David Wright is at his most heroic when his team is neediest
Thursday afternoon, the Mets trailed Cincinnati 4-0 in the sixth inning. Then they produced a string of surprises.
They scored nine runs against a dominant Reds bullpen, including a pair of pitchers who hadn't allowed a run all season. The go-ahead run reached base on a bunt single from the third-string catcher, Rob Johnson. The game-sealing home run came from the backup middle infielder, Ronny Cedeno, who had two home runs in 454 plate appearances last season.
But the double that scored Johnson, and put the Mets ahead for good, came from David Wright. And that was no surprise to anyone at all.
After the game, Wright was repeatedly asked if this is the best he's ever played. He has a .411 average so far, an unheard-of 218 OPS+, and has played remarkable defense at third base.
Wright's response, characteristically, was "I don't know," before he went on to praise his teammates.
But it is hardly as if Wright is some kind of potential star who is finally coming into his own. Wright has been performing like a Hall of Fame-calber third baseman since the day he came up to the major leagues midway through the 2004 season.
In fact, Wright once had a two-month stretch with roughly the same OPS as he's put up so far in 2012. He put up consecutive OPS months of 1.172 and 1.034, every bit as impressive as his 2012 OPS of 1.134.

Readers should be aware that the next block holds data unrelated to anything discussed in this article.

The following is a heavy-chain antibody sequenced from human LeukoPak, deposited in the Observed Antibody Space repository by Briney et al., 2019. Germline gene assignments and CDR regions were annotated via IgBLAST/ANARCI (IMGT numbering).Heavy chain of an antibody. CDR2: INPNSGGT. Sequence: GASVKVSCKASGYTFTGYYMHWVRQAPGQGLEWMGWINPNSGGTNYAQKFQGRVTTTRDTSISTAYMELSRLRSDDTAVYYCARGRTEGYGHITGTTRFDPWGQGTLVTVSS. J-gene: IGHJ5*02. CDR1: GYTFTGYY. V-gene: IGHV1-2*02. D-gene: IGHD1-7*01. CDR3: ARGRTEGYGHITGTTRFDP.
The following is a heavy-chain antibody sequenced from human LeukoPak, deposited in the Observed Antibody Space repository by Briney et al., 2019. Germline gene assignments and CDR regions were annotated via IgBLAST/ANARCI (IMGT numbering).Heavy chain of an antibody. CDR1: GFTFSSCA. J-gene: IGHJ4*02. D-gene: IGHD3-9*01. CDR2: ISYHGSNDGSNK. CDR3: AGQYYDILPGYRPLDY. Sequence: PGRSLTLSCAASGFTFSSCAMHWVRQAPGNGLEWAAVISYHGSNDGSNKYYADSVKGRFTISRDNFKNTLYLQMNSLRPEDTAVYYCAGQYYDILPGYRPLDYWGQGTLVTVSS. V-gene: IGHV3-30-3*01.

Those two months were August and September 2007. And the stories were very different, with the Mets completing an absolutely awful collapse.
The reality is that even when he's struggled, it's usually been in the context of his own lofty standards. Wright's worst seasons—his 124 OPS+ in 2009, for instance, or even his 117 in 2011 which suffered because he played with a fracture in his back for nearly a month—still fit comfortably among the top seasons at his position. And when he plays like he has so far in 2012, he reminds everyone that as long as he stays healthy, Wright is on a Hall of Fame track.
It is, instead, the context that has changed. That 2007 team had not only Wright, but Jose Reyes, Carlos Beltran, Carlos Delgado, and the expectations that come with a team defending a National League East title.
This 2012 team is Wright and ... no one comparable. By raw OPS, the 2012 Mets have only one player among their top 13 in plate appearances above the relatively modest .800 level. Their 21-17 record constitutes a significant outperformance of expectations.
It just happens to be more obvious than ever how crucial Wright has been to their success.
Elsewhere in New York sports:
Toronto's 4-1 win over New York dropped the Yankees to fourth and Boston to last, the first time the two powerhouse teams occupied the bottom two slots in their division since October 1, 1992, back when the AL East included the Detroit Tigers and Milwaukee Brewers, and the Tampa Bay Devil Rays, let alone the Tampa Bay Rays, didn't exist. Phil Hughes pitched well again, this time in defeat. And it appears Ivan Nova will start Saturday.
As the Rangers prepare for Game 3, John Tortorella is receiving press for how uncooperative he is with the press. Because, you know, hockey gets so much press coverage, it behooves the coach not to maximize the boost the Rangers and the N.H.L. can get from this run.
Santonio Holmes is earning raves from the new wide-receivers coach for not fighting with his teammates or quitting in nearly a week of minicamp. And you thought expectations for the Mets were low!